BP says can act as bridge between Russia and West
LONDON (Reuters) - BP (BP.L) can help enhance relations between Russia and the West and is talking to politicians across the world, its executives said on Thursday as they sought to calm shareholders' concerns over the oil major's large exposure to Russia.
Russia and the West are in a stand-off over Ukraine that is reminiscent of the Cold War. In the last few days, tensions have risen in the mainly Russian-speaking eastern part of Ukraine.
Britain's BP is one of the most exposed oil majors to Russia through its stake of just under 20 percent in the Kremlin's state oil champion Rosneft (ROSN.MM), the world's largest listed oil producer by output volumes.
"We will seek to pursue our business activities mindful that the mutual dependency between Russia as an energy supplier and Europe as an energy consumer has been an important source of security and engagement for both parties for many decades," Chief Executive Bob Dudley said.
"That has got to continue and I think we play an important role as a bridge," he told the annual shareholders' meeting.
The United States and European Union have imposed visa bans and asset freezes against Russian and Ukrainian individuals in response to Moscow's annexation of Crimea.
They have said they are willing, if necessary, to levy a further round of sanctions aimed at key sectors of the Russian economy such as energy, banking and mining.
On Thursday, questions about Russia dominated the shareholders' meeting overshadowing other usually topical issues such as executives' pay or the ongoing settlement with businesses and individuals suing over the massive 2010 Gulf of Mexico oil spill.
Two shareholders asked Dudley what he would do if Russian President Vladimir Putin decided "to annex BP's position in Rosneft". Another asked why BP was investing in Russia and what it was telling about its investments to the UK foreign office.
Mike Everett, governance director at Standard Life Investments, which holds over 253 million shares in BP on behalf of its clients, sought clarifications on BP's statements that it maintains "significant influence" over operations at Rosneft.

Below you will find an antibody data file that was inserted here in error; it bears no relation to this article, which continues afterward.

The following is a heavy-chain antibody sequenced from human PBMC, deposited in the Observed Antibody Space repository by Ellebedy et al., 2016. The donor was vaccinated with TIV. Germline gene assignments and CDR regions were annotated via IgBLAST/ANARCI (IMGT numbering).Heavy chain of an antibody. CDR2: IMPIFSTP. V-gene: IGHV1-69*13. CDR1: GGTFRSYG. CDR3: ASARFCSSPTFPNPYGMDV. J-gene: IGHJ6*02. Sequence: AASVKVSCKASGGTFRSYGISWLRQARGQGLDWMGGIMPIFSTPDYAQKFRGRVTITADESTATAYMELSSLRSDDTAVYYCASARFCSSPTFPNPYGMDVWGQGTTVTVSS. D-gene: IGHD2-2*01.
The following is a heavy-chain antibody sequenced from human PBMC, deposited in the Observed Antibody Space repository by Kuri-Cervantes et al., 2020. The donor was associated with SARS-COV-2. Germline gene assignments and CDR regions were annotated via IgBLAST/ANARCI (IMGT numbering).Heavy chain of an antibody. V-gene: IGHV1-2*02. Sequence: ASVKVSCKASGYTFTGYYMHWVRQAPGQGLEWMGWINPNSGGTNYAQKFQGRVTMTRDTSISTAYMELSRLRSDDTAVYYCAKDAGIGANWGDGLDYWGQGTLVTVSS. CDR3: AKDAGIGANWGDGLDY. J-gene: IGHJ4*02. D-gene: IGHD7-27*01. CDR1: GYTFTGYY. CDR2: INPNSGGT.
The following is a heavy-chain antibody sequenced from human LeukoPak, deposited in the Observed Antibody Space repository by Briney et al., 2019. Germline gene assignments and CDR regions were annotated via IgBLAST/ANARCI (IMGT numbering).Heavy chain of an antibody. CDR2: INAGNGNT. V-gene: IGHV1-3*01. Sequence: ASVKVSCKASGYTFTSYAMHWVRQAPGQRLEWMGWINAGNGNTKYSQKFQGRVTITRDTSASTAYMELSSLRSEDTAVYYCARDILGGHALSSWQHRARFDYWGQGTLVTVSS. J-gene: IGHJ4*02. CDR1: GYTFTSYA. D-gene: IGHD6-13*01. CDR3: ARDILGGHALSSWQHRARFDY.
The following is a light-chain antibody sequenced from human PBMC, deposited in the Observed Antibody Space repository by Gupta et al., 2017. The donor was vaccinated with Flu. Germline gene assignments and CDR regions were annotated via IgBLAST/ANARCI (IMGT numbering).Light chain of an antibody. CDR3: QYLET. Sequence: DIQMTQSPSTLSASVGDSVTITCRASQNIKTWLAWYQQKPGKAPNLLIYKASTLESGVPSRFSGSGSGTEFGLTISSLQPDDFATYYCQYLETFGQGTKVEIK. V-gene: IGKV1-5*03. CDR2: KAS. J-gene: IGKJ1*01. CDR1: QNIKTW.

"Other than Mr Dudley's position on the Board of Rosneft could you give some concrete examples of the ‘significant influence' you have over its operations?" said Everett.
TALKING TO POLITICAL LEADERS
Dudley said BP was having discussions with Rosneft about staffing and engineering.
"None of us know what can happen in Ukraine," he said while adding Europe and Russia were so interdependent on energy supplies that "neither side can just turn this off".
Russia provides over a quarter of BP's oil output worldwide and more than a third of its oil and gas reserves.
Dudley said last month the company "absolutely" stands by its investments in the country.
BP's chairman Carl-Henric Svanberg said investors should not over-estimate BP's exposure to Russia as the firm has comparable investments of $15 billion in Azerbaijan and Angola and all of those are dwarfed by investments in the United States.
He also said he saw no risk of asset expropriation: "Ideas of expropriation will hit them (Russia) dramatically. I can't see why that should happen".
"We are in close contacts with political leaders in different parts of the world, and of course here in the UK," said Svanberg.
Dudley, a U.S. citizen, had strained relations with Russian officials during his time as an oil executive in Moscow.
He was forced to flee the country, saying he feared for his security during a 2008 dispute between BP and a group of Russian oligarchs over corporate governance at TNK-BP, where he was then chief executive.
TNK-BP was ultimately sold to Rosneft for $55 billion last year, giving BP a stake in Rosneft.
(Writing by Dmitry Zhdannikov; Editing by Elaine Hardcastle)